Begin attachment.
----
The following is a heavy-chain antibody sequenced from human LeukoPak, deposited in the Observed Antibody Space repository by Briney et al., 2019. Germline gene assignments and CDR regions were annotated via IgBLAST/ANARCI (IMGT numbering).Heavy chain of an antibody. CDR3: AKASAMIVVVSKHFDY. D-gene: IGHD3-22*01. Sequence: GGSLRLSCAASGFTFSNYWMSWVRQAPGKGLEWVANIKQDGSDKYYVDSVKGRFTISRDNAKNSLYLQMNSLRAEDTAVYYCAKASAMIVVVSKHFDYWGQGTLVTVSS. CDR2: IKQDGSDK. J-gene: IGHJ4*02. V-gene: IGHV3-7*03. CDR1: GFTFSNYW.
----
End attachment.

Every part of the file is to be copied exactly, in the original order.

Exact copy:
The following is a heavy-chain antibody sequenced from human LeukoPak, deposited in the Observed Antibody Space repository by Briney et al., 2019. Germline gene assignments and CDR regions were annotated via IgBLAST/ANARCI (IMGT numbering).Heavy chain of an antibody. CDR3: AKASAMIVVVSKHFDY. D-gene: IGHD3-22*01. Sequence: GGSLRLSCAASGFTFSNYWMSWVRQAPGKGLEWVANIKQDGSDKYYVDSVKGRFTISRDNAKNSLYLQMNSLRAEDTAVYYCAKASAMIVVVSKHFDYWGQGTLVTVSS. CDR2: IKQDGSDK. J-gene: IGHJ4*02. V-gene: IGHV3-7*03. CDR1: GFTFSNYW.